2018 NYC Cryptocurrency Consensus Major Highlights (So Far)
The 2018 NYC Consensus is unarguably the biggest crypto event of the year. The number of attendees is just incredible even with the usual logistical challenges that come with such outstanding events as these.
The conference, currently underway in New York, is a three-day event that is focused on cryptocurrencies and blockchain industry. Consensus started on Monday 14 and will end on Wednesday 16, May 2018. Of course, there was a trail of Lamborghini’s outside.
According to Barry Silbert, CEO and Founder of CoinDesk’s parent company Digital Currency Group, about 8500 people are present in Consensus 2018. CoinDesk sold each ticket for $2000 and last minute admission was fixed at $3000. When you do the math, you realize that the organizer generated at least $17 million as revenue from sales of tickets.
Final attendee count for #Consensus2018: ~8,500
— Barry Silbert (@barrysilbert) May 14, 2018
Below are some of the important highlights of Consensus 2018 so far.
Gemini to support more cryptos
Consensus 2018 rolls with the Winklevoss twins announcing that Gemini now supports Zcash, Bitcoin Cash, and Litecoin. The exchange is the first licensed crypto exchange in the world to trade Zcash, and it looks forward to providing a safe environment for trading Zcash.
NYCEDC plans to make New York City home for blockchain.
James Patchett, CEO of the New York City Economic Development Corporation (NYCEDC), announced it during the opening day of Consensus, saying:
“We’re a global leader in finance, real estate, media, and tech – all industries seeing incredible innovation from this new technology. The city is putting a big focus into blockchain to find out how we can grow the industry and make sure it’s creating great opportunities for New Yorkers.”
The Parody protesters
The event saw an impressive number of protesters but what captured the interest of many was a parody demonstration which took place outside the conference venue.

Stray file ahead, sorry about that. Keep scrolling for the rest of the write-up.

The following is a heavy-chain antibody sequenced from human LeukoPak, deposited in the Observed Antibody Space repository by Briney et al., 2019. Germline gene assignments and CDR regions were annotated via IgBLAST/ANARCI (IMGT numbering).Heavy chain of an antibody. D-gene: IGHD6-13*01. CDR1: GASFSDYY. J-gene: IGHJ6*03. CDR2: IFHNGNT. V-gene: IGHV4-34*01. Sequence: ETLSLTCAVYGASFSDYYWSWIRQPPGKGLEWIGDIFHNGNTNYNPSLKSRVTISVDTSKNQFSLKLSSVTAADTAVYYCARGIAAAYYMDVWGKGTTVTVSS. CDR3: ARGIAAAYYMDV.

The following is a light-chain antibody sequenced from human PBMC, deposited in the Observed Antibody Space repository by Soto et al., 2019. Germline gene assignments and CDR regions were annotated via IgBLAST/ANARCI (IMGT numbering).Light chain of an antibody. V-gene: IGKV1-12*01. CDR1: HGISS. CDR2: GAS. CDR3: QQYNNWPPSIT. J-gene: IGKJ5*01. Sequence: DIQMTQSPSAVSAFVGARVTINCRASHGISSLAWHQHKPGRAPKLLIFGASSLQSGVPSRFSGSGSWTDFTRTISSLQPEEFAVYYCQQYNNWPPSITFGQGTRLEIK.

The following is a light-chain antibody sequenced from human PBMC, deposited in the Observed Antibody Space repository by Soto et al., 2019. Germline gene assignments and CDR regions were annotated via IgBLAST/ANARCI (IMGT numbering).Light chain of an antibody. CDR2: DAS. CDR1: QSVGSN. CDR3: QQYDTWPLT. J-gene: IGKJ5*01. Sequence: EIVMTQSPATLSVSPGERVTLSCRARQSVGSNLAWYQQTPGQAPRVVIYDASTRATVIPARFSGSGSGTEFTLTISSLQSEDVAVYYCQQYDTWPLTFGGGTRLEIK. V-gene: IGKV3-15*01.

The protest was staged by individuals who identified themselves as members of the movement dubbed “Bankers Against Bitcoin.” They were seen with placards and banners, but ironically, the group isn’t actually against cryptocurrencies. They were out to create awareness of the dominance of Blockchain in the future and how it would look like.
Amazon Web Service to partner with ConsenSys.
On Tuesday, day 2, Amazon Web Service announced that they would collaborate with ConsenSys on a project called “Kaledio” which aims to improve a faster deployment of enterprise blockchains.
“We have been following Ethereum closely as it’s what many of our customers have been exploring, especially for enterprise use cases. Working with ConsenSys will allow us to further understand customer needs and help accelerate their blockchain efforts,” Matt Yanchyshyn, the global technical lead for AWS’ partner program, told CoinDesk during the conference.
Two Famous cryptocurrency figures clashed
Joe Lubin, the founder of Ethereum based startup, ConsenSys (not the CoinDesk’s Consensus), and Jimmy Song, an investor at Blockchain Capital, had an interesting debate yesterday. The discussion was so fierce that they had to put their money where their mouths are, betting on the future of blockchain technology.
Song wasn’t swayed by the many potential benefits of the blockchain tech that were mentioned at the event, and he likened them to a “magical blockchain dust.”
But not every is happy about the event…
Ethereum co-founder blasts CoinDesk
While many experts, investors and high profile cryptocurrency personalities were bullish about the event, some saw it as outrageous. Vitalik Buterin, co-founder of Ethereum, is one of them.
Buterin was bittered about the prices of the ticket before the event, stating: “I refuse to personally contribute to that level of rent-seeking.”
Also, he slammed CoinDesk’s reporting policies on Twitter: “[CoinDesk’s] reporting policies are designed to trap you with gotchas. Did you know that if you send them a reply, and you explicitly say that some part is off the record, that’s explicitly on the record unless you go through a request/approve dance first?”
3. Their reporting policies are designed to trap you with gotchas. Did you know that if you send them a reply, and you explicitly say that some part is off the record, that’s explicitly on the record unless you go through a request/approve dance first? pic.twitter.com/8in6ZYSPbR
— Vitalik “Not giving away ETH” Buterin (@VitalikButerin) April 26, 2018
and this guy
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